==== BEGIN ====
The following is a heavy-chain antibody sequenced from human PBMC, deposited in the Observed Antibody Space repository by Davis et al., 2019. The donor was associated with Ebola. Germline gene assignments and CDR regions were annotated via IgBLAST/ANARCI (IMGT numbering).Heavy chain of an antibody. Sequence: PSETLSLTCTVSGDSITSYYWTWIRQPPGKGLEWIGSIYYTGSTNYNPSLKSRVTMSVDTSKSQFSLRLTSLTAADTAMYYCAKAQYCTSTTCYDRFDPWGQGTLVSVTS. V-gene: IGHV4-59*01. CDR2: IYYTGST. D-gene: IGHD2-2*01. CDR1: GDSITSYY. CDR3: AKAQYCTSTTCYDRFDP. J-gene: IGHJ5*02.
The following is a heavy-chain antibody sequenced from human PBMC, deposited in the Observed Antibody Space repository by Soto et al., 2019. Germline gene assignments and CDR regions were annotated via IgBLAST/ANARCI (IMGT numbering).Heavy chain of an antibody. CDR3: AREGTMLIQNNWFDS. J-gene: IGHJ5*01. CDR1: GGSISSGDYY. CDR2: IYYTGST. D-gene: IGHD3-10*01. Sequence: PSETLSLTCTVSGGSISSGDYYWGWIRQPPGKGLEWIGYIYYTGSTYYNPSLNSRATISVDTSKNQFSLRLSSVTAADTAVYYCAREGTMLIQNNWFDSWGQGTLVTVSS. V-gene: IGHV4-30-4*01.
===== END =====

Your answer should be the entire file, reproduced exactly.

The following is a heavy-chain antibody sequenced from human PBMC, deposited in the Observed Antibody Space repository by Davis et al., 2019. The donor was associated with Ebola. Germline gene assignments and CDR regions were annotated via IgBLAST/ANARCI (IMGT numbering).Heavy chain of an antibody. Sequence: PSETLSLTCTVSGDSITSYYWTWIRQPPGKGLEWIGSIYYTGSTNYNPSLKSRVTMSVDTSKSQFSLRLTSLTAADTAMYYCAKAQYCTSTTCYDRFDPWGQGTLVSVTS. V-gene: IGHV4-59*01. CDR2: IYYTGST. D-gene: IGHD2-2*01. CDR1: GDSITSYY. CDR3: AKAQYCTSTTCYDRFDP. J-gene: IGHJ5*02.
The following is a heavy-chain antibody sequenced from human PBMC, deposited in the Observed Antibody Space repository by Soto et al., 2019. Germline gene assignments and CDR regions were annotated via IgBLAST/ANARCI (IMGT numbering).Heavy chain of an antibody. CDR3: AREGTMLIQNNWFDS. J-gene: IGHJ5*01. CDR1: GGSISSGDYY. CDR2: IYYTGST. D-gene: IGHD3-10*01. Sequence: PSETLSLTCTVSGGSISSGDYYWGWIRQPPGKGLEWIGYIYYTGSTYYNPSLNSRATISVDTSKNQFSLRLSSVTAADTAVYYCAREGTMLIQNNWFDSWGQGTLVTVSS. V-gene: IGHV4-30-4*01.